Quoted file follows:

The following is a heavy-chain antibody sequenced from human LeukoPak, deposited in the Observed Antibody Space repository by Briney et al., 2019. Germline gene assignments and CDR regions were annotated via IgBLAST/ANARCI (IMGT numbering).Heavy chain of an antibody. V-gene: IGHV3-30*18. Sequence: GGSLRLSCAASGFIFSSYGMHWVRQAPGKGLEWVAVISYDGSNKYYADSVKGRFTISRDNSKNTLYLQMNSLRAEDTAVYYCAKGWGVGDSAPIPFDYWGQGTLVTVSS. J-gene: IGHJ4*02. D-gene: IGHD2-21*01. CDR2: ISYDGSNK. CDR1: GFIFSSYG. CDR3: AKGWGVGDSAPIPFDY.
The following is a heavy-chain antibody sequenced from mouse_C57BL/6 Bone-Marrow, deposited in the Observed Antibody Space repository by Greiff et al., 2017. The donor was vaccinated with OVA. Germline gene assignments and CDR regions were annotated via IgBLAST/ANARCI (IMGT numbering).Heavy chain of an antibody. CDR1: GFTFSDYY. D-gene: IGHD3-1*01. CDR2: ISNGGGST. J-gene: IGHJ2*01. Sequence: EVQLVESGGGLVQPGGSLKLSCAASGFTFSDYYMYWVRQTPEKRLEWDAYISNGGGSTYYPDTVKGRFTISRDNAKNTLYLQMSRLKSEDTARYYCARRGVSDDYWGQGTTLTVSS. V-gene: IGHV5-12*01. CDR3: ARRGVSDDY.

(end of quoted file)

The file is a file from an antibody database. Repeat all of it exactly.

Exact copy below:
The following is a heavy-chain antibody sequenced from human LeukoPak, deposited in the Observed Antibody Space repository by Briney et al., 2019. Germline gene assignments and CDR regions were annotated via IgBLAST/ANARCI (IMGT numbering).Heavy chain of an antibody. V-gene: IGHV3-30*18. Sequence: GGSLRLSCAASGFIFSSYGMHWVRQAPGKGLEWVAVISYDGSNKYYADSVKGRFTISRDNSKNTLYLQMNSLRAEDTAVYYCAKGWGVGDSAPIPFDYWGQGTLVTVSS. J-gene: IGHJ4*02. D-gene: IGHD2-21*01. CDR2: ISYDGSNK. CDR1: GFIFSSYG. CDR3: AKGWGVGDSAPIPFDY.
The following is a heavy-chain antibody sequenced from mouse_C57BL/6 Bone-Marrow, deposited in the Observed Antibody Space repository by Greiff et al., 2017. The donor was vaccinated with OVA. Germline gene assignments and CDR regions were annotated via IgBLAST/ANARCI (IMGT numbering).Heavy chain of an antibody. CDR1: GFTFSDYY. D-gene: IGHD3-1*01. CDR2: ISNGGGST. J-gene: IGHJ2*01. Sequence: EVQLVESGGGLVQPGGSLKLSCAASGFTFSDYYMYWVRQTPEKRLEWDAYISNGGGSTYYPDTVKGRFTISRDNAKNTLYLQMSRLKSEDTARYYCARRGVSDDYWGQGTTLTVSS. V-gene: IGHV5-12*01. CDR3: ARRGVSDDY.